Saturday, December 20, 2014
Ryoko Akama - Code of Silence (Melange)
"Code of Silence" appeared about this time last year, I think, but I first got wind of it via Richard Pinnell's fine review. I eventually picked it up over the summer but between being late to the party and deluged by other releases at the time, it was unfortunately lost in the Just Outside scuffle. Happily, with the issuance of the Dawn Scarfe album (reviewed below), I have the chance to revisit it and it's well worth the reassessment.
Richard did a great job in his piece and I don't want to simply echo his sentiments, except to say that I share them. What strikes me now is how well structured the album is in the sense of several variations on exquisite control leading to a partial fanning out--not really an eruption, more a sublimation of a dense gas--in the final track, "zowa zowa". The deep, shifting thrums of "jiwa jiwa", seeming to quicken and retard imperceptibly within a supremely reverberant environment (Akama's kinship with Radigue, with whom she has worked, is immediately apparent), everything funneled tightly but as if the funnel itself had countless, complexly arrayed bumps and grooves, resulting in interference patterns spread through the sonics. "gussuri" offers something of a respite, relatively pure and quiet sine-like tones emerging and disappearing, leaving nicely round gaps of silence, very streamlined and clean but subtly irregular. As the title implies, "sotto" plunges us down into the abyss, turbulent and dark but again, channeled. The heavy, liquid lumps cascading through the black cavern emit a stream of staticky clicks along the way (that, or my speakers can't handle the sub-subtones), the entirety smoothing out a bit in the distance as the track concludes. We experience another drastic elemental shift in "jili jili", everything a high, cold sizzle, a wave of needles, sharpening as the piece proceeds. All four are fine works, very different from one another and, as said, really well controlled.
With "zowa zowa", the reins are loosened just a bit, but that slight slackening, the allowing of elements to billow outward a little, makes an enormous difference. Multiple layers of white noise, thin hums and blustery rumbles stream out. It seethes and escalates, summoning images of pre-eruptive volcanic action, gases escaping in roaring vortices, muffled explosions from the depths. The power that's been biding its time unfurls smoothly but with huge force. Surprisingly, the sound-world, towards the very end, begins to stutter into blocks of brief but complete silence, crumbling apart like lava becoming solid.
A fantastic piece and a very beautiful, penetrating album.
Dawn Scarfe - Tuning to Spheres (Melange)
As this was the first time, to the best of my recollection, that I had heard of Scarfe, I did a little googling around and noted that many of the images of her (or that arose via her name) involved the holding to the ear of a glass globe in outdoor environments, instances of "tuned listening", as I understand it. I want one of those...Glass is a fundamental aspect of this recording as well, those good old wine glasses which we've all digitally stroked (the lovely cover image limns one side of an inverted glass). Here, however, sine waves are substituted for fingertips, broadcast from small loudspeakers suspended above the glasses' rims and attuned to their resonant frequencies. Moreover, several such are placed on a turntable which, in the course of rotating, causes beat effects not so dissimilar, I imagine, from what listeners commonly do whilst moving their heads during sine-related events. A photo of one such set-up of Scarfe's:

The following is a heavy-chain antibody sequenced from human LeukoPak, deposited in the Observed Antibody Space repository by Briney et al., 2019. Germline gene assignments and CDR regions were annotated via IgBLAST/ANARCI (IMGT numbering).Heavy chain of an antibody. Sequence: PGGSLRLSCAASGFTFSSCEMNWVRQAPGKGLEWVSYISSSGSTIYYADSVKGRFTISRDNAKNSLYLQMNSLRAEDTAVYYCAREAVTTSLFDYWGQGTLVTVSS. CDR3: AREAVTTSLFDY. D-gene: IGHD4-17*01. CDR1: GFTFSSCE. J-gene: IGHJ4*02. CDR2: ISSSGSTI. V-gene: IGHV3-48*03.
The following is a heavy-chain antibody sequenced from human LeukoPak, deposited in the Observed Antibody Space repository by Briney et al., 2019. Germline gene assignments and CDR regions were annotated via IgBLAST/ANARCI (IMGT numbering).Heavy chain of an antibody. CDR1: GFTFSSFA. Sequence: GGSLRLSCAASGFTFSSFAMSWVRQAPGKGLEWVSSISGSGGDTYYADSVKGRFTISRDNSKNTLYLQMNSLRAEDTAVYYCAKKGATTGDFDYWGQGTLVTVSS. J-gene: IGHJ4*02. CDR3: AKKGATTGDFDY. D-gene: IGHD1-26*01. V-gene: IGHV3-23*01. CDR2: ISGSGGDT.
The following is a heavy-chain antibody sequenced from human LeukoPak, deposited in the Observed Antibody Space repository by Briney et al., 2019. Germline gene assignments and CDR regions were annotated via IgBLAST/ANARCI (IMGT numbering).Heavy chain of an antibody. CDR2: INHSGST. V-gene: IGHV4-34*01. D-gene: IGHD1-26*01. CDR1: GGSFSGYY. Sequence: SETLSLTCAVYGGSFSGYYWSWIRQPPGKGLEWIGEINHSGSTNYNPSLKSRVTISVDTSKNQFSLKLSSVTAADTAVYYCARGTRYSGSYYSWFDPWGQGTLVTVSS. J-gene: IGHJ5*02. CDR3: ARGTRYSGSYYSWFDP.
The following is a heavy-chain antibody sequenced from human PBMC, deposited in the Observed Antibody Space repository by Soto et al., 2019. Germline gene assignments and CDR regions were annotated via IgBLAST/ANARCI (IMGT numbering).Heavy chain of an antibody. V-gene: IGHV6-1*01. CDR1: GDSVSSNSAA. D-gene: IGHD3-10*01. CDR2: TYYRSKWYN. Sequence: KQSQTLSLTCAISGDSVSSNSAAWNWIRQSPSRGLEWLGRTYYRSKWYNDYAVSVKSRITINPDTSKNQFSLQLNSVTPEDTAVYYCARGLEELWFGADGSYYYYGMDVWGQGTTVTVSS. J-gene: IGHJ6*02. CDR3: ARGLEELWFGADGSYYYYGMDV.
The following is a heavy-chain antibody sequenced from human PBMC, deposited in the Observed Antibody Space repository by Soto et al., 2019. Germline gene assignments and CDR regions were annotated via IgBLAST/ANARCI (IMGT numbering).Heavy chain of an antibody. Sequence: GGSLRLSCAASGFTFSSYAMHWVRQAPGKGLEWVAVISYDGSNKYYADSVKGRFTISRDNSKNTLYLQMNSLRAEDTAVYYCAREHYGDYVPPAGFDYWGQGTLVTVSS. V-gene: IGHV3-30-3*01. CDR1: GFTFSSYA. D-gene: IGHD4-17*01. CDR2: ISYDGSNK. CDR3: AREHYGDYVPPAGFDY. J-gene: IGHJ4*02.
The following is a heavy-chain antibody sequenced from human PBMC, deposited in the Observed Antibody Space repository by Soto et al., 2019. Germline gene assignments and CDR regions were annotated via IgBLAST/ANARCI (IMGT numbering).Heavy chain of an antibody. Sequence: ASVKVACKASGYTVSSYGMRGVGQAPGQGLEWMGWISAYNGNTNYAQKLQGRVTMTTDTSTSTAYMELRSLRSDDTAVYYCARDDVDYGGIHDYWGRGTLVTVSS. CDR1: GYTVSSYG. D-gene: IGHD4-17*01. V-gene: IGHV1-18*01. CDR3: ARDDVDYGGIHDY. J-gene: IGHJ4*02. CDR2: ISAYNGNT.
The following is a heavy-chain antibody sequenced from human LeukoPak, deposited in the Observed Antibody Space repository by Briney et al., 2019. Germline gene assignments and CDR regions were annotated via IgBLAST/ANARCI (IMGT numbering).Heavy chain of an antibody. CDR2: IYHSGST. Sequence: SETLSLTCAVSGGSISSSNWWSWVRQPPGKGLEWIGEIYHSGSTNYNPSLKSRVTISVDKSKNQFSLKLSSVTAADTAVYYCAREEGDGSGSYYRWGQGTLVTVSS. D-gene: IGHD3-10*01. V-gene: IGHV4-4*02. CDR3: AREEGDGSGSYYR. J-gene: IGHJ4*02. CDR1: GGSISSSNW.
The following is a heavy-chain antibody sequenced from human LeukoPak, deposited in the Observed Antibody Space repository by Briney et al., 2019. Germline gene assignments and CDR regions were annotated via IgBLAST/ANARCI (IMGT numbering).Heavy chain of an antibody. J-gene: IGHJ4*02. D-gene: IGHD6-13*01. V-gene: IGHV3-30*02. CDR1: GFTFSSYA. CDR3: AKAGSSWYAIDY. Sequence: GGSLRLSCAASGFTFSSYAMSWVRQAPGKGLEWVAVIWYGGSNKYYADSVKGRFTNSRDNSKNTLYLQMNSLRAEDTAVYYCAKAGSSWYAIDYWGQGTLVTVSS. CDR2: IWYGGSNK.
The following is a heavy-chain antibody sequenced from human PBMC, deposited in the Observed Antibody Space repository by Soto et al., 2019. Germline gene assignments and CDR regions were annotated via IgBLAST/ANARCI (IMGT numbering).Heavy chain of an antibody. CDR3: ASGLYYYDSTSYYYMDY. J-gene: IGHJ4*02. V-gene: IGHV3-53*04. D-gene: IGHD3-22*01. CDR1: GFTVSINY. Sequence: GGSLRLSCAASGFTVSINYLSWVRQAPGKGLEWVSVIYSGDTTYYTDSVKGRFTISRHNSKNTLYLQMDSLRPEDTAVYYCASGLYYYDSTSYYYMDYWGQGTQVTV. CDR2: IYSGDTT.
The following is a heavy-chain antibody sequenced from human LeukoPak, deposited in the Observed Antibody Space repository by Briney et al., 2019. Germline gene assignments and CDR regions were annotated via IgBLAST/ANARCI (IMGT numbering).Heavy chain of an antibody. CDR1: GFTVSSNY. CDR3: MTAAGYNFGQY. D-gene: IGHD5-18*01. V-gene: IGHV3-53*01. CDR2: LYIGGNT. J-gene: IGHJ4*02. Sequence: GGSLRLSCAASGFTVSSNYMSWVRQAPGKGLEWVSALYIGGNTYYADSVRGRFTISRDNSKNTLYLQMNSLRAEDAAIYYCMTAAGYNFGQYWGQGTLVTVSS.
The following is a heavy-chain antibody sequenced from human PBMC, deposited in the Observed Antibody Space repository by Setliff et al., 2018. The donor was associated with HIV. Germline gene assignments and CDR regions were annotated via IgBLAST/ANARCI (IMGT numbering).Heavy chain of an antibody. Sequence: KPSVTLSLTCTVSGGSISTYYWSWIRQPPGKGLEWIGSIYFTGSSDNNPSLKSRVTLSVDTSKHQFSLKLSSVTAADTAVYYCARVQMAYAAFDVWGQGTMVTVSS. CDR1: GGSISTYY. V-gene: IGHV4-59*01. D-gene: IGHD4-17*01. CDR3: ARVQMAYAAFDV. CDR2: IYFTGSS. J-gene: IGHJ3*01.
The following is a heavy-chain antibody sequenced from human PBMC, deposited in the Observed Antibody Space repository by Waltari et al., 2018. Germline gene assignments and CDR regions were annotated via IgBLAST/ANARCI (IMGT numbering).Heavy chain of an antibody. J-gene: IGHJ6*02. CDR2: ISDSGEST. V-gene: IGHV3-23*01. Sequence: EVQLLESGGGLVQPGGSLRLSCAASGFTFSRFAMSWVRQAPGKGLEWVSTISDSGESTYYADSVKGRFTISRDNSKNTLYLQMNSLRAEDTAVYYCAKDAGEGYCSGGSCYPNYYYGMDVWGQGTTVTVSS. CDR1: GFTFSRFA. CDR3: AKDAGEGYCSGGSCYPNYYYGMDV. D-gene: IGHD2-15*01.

There's a certain structural similarity to the Akama disc in the sense that the first five (of six) tracks kind of lay the groundwork--very controlled sets of sound that, essentially, aren't very much different from what we've encountered with wine glasses in the past, albeit cleaner sounding and with the emergent beats due to the movement of the turntable relative to the loudspeakers. Not that these tracks are unenjoyable by an means--they're quite engaging--just that they seem to act more as introductory texts to the languages being utilized and, subtleties of beats and overlapping tones aside, are essentially similar to what a given listener may have expected going in. I do, necessarily, miss the physicality of live interaction with these sounds in space, the ability to shift pitch by personal movement (which one can accomplish in limited fashion via stereo speakers, but it's not the same), etc. Toward the end of the fourth track, there's the brief introduction of a mildly percussive sound, like a wire, say a zither string, vibrating against a piece of metal, a small hint of what's to come. The sixth cut begins with a combination of the purer tones we've been hearing and those ringing/vibrating ones. You get the sense of heightened activity, maybe faster turntabling, pushing these tones up against sonic "limits" previously unperceived. The difference in effect is slight on the one hand but really places you in a very different sonic space, more intense and agitated (you can hear what seem like little "clinks" now and again, though they might be heightened states of vitreous excitement). It only lasts some nine minutes but opens up a very intriguing world, one that I'd love to hear explored further.
An interesting recording, well worth hearing by those taken by this acoustical area.